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IBM Cloud Video
Type of site
Video streaming
Available inEnglish, German, Hungarian, Japanese, Russian, Spanish and Korean
Alexa rankNegative increase 5,649 (January 2018)[1]
LaunchedMarch 2007; 12 years ago (2007-03)
Current statusActive
Native client(s) oniOS, Android

IBM Cloud Video, formerly Ustream, is an American live video streaming and video hosting company. It is based in San Francisco and has more than 180 employees in their San Francisco, Los Angeles, and Budapest offices. Company partners include Panasonic, Samsung, Logitech, CBS News, PBS NewsHour, Viacom, and IMG Media.[2] It received $11.1 million in Series A funding for new product development from DCM (Doll Capital Management) and investors Labrador Ventures and Band of Angels.[3]

Since 2016, it has been a subsidiary of IBM. On April 1, 2018, two years after its purchase, Ustream changed its name to reflect its new ownership.


Ustream was born when the founders (John Ham, Brad Hunstable, and Dr. Gyula Feher) wanted a way for their friends in the Army, who were deployed overseas in Iraq during the war, to be able to communicate with their families. A product like Ustream would provide them with a way to talk to all of their relatives at once when free time in the war zone was limited.[4]

Ustream has witnessed many notable people streaming from politicians such as Hillary Clinton, Barack Obama, John Edwards,[5] to artists like Tori Amos and the Plain White T's.[6] Notable lifecasters such as iJustine and E-TARD The LifeCaster[7] have made their mark on Ustream as well. The technology community has also adopted Ustream to include Robert Scoble, Leo Laporte, Klasic Kumputerz, and Chris Pirillo.[]

Early investors included DCM Ventures and Softbank, the latter of which invested $20 million in 2010 with an option to invest additional capital.[8][9] On January 21, 2016, IBM acquired Ustream for up to US$150 million.[10] It was combined with Aspera, Clearleap, and Cleversafe to form IBM's Cloud Video unit. IBM envisioned the use of its technology as part of an enterprise video offering.[11]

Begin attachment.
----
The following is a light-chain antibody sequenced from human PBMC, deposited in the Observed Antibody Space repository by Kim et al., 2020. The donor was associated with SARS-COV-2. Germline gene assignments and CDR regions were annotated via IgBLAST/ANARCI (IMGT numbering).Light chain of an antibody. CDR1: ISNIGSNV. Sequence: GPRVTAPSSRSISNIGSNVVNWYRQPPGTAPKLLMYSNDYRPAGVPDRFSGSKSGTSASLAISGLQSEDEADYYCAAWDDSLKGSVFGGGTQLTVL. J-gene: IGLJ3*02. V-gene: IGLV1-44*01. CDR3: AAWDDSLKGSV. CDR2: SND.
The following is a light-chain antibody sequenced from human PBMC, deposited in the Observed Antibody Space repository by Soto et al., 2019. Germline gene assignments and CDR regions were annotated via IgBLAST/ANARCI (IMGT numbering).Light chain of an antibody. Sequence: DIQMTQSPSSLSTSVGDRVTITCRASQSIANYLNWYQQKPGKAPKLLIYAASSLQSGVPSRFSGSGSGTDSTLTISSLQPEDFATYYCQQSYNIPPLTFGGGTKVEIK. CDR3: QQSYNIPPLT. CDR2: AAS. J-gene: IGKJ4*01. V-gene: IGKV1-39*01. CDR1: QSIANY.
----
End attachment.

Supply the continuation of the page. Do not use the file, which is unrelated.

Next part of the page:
Automatic content blocking

IBM Cloud Video uses a copyright enforcement service provided by Vobile, which uses a proprietary fingerprinting system to automatically detect copyrighted content.[12][13] This system has been known to generate false positives, blocking content that should fall under fair use, or which has been specifically licensed by the stream originator. In one such incident, the official livecast of the 2012 Hugo Award ceremony was terminated because it incorporated authorized clips of nominated television shows and movies, causing "a flood of livid Twitter messages". The following day, Ustream apologized for the incident and temporarily disabled automatic blocking while they adjusted the system to "better balance the needs of broadcasters, viewers, and copyright holders".[14][15]


  1. ^ " - Traffic Details from Alexa". Alexa Internet, Inc. Retrieved .
  2. ^ CrunchBase Ustream Company Profile" CrunchBase, April 19, 2013
  3. ^ Cynopsis: Digital. April 14, 2008.
  4. ^ WebWare, Merry Christmas, Mom: Ustream links soldiers with home, December 14, 2007
  5. ^ Mark 'Rizzn' Hopkins (2007-11-26). "YouTube and UStream Go Political". Mashable. Retrieved .
  6. ^ Brad Hunstable, Founder November 16th, 2007 (2007-11-16). "The Ustream.TV Blog » Blog Archive » Plain White T's Event Serves 130,000". Retrieved .CS1 maint: multiple names: authors list (link)
  7. ^ "E-TARD The 24/7 LifeCaster". E-TARD.TV. September 5, 2006. Retrieved 2015.
  8. ^ "IBM acquires Ustream". Variety.
  9. ^ "Softbank pays $20 million for stake in Ustream".
  10. ^ Konrad, Alex. "IBM Confirms Ustream Acquisition As Part Of Cloud Video Unit Targeting "$105 Billion Opportunity"". Forbes. Retrieved .
  11. ^ "IBM Confirms Acquisition Of UStream, Forms New Cloud Video Unit". TechCrunch. Retrieved 2016.
  12. ^ Hunstable, Brad (2010-07-16). "Launch of Improved Measures to Protect Copyright Holders and Vobile Integration". Retrieved .
  13. ^ "Vobile Core Technology". Retrieved .
  14. ^ Ha, Anthony (September 3, 2012), "Ustream Apologizes For Shutting Down The Hugo Awards Livestream, Says It Will 'Recalibrate'", TechCrunch
  15. ^ Gross, Doug (September 4, 2012), Ustream apologizes for killing Hugo Awards webcast, CNN

External links

  This article uses material from the Wikipedia page available here. It is released under the Creative Commons Attribution-Share-Alike License 3.0.



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